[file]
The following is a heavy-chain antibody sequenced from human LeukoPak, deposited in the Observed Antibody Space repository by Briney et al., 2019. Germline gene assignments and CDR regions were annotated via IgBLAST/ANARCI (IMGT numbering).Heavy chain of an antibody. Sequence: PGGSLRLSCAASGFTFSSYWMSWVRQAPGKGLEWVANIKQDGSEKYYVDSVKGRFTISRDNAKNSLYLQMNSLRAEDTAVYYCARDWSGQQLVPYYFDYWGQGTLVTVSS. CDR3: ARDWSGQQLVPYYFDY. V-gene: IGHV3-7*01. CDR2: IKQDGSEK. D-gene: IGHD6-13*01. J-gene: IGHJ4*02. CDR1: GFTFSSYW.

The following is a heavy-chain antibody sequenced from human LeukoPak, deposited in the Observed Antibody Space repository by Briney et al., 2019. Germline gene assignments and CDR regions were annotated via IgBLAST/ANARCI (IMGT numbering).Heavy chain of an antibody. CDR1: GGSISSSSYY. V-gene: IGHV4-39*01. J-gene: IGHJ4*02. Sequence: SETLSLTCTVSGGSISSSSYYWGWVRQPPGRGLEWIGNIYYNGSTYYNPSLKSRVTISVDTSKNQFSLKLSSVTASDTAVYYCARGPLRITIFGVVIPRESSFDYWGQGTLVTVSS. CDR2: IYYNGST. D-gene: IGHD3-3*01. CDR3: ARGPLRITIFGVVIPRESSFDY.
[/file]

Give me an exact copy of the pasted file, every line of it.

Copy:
The following is a heavy-chain antibody sequenced from human LeukoPak, deposited in the Observed Antibody Space repository by Briney et al., 2019. Germline gene assignments and CDR regions were annotated via IgBLAST/ANARCI (IMGT numbering).Heavy chain of an antibody. Sequence: PGGSLRLSCAASGFTFSSYWMSWVRQAPGKGLEWVANIKQDGSEKYYVDSVKGRFTISRDNAKNSLYLQMNSLRAEDTAVYYCARDWSGQQLVPYYFDYWGQGTLVTVSS. CDR3: ARDWSGQQLVPYYFDY. V-gene: IGHV3-7*01. CDR2: IKQDGSEK. D-gene: IGHD6-13*01. J-gene: IGHJ4*02. CDR1: GFTFSSYW.

The following is a heavy-chain antibody sequenced from human LeukoPak, deposited in the Observed Antibody Space repository by Briney et al., 2019. Germline gene assignments and CDR regions were annotated via IgBLAST/ANARCI (IMGT numbering).Heavy chain of an antibody. CDR1: GGSISSSSYY. V-gene: IGHV4-39*01. J-gene: IGHJ4*02. Sequence: SETLSLTCTVSGGSISSSSYYWGWVRQPPGRGLEWIGNIYYNGSTYYNPSLKSRVTISVDTSKNQFSLKLSSVTASDTAVYYCARGPLRITIFGVVIPRESSFDYWGQGTLVTVSS. CDR2: IYYNGST. D-gene: IGHD3-3*01. CDR3: ARGPLRITIFGVVIPRESSFDY.